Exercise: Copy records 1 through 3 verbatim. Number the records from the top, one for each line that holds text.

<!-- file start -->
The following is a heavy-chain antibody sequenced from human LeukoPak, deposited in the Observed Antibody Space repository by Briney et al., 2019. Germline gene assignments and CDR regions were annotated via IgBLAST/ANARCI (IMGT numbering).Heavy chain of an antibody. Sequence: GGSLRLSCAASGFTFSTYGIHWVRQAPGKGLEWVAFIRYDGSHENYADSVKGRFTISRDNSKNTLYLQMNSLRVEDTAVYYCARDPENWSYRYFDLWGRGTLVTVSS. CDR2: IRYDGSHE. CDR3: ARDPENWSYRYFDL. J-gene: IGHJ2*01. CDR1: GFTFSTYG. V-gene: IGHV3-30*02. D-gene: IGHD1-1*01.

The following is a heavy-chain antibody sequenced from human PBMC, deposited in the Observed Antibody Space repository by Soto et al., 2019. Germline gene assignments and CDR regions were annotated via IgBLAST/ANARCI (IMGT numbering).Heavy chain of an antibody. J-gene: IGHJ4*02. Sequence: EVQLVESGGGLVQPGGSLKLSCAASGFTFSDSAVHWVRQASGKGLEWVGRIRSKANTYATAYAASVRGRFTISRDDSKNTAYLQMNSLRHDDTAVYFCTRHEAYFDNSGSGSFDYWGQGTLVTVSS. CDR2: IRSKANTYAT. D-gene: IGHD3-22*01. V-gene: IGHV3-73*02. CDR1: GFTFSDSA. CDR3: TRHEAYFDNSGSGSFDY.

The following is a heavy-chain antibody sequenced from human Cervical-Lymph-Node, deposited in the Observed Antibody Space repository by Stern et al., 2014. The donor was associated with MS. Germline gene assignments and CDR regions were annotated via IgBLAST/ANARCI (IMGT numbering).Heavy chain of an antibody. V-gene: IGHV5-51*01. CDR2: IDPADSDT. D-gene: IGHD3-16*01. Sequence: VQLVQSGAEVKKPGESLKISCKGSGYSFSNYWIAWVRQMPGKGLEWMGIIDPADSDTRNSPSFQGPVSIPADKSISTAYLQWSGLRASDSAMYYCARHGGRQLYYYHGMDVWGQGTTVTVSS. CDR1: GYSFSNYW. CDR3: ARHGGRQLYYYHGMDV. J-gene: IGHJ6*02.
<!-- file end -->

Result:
The following is a heavy-chain antibody sequenced from human LeukoPak, deposited in the Observed Antibody Space repository by Briney et al., 2019. Germline gene assignments and CDR regions were annotated via IgBLAST/ANARCI (IMGT numbering).Heavy chain of an antibody. Sequence: GGSLRLSCAASGFTFSTYGIHWVRQAPGKGLEWVAFIRYDGSHENYADSVKGRFTISRDNSKNTLYLQMNSLRVEDTAVYYCARDPENWSYRYFDLWGRGTLVTVSS. CDR2: IRYDGSHE. CDR3: ARDPENWSYRYFDL. J-gene: IGHJ2*01. CDR1: GFTFSTYG. V-gene: IGHV3-30*02. D-gene: IGHD1-1*01.

The following is a heavy-chain antibody sequenced from human PBMC, deposited in the Observed Antibody Space repository by Soto et al., 2019. Germline gene assignments and CDR regions were annotated via IgBLAST/ANARCI (IMGT numbering).Heavy chain of an antibody. J-gene: IGHJ4*02. Sequence: EVQLVESGGGLVQPGGSLKLSCAASGFTFSDSAVHWVRQASGKGLEWVGRIRSKANTYATAYAASVRGRFTISRDDSKNTAYLQMNSLRHDDTAVYFCTRHEAYFDNSGSGSFDYWGQGTLVTVSS. CDR2: IRSKANTYAT. D-gene: IGHD3-22*01. V-gene: IGHV3-73*02. CDR1: GFTFSDSA. CDR3: TRHEAYFDNSGSGSFDY.

The following is a heavy-chain antibody sequenced from human Cervical-Lymph-Node, deposited in the Observed Antibody Space repository by Stern et al., 2014. The donor was associated with MS. Germline gene assignments and CDR regions were annotated via IgBLAST/ANARCI (IMGT numbering).Heavy chain of an antibody. V-gene: IGHV5-51*01. CDR2: IDPADSDT. D-gene: IGHD3-16*01. Sequence: VQLVQSGAEVKKPGESLKISCKGSGYSFSNYWIAWVRQMPGKGLEWMGIIDPADSDTRNSPSFQGPVSIPADKSISTAYLQWSGLRASDSAMYYCARHGGRQLYYYHGMDVWGQGTTVTVSS. CDR1: GYSFSNYW. CDR3: ARHGGRQLYYYHGMDV. J-gene: IGHJ6*02.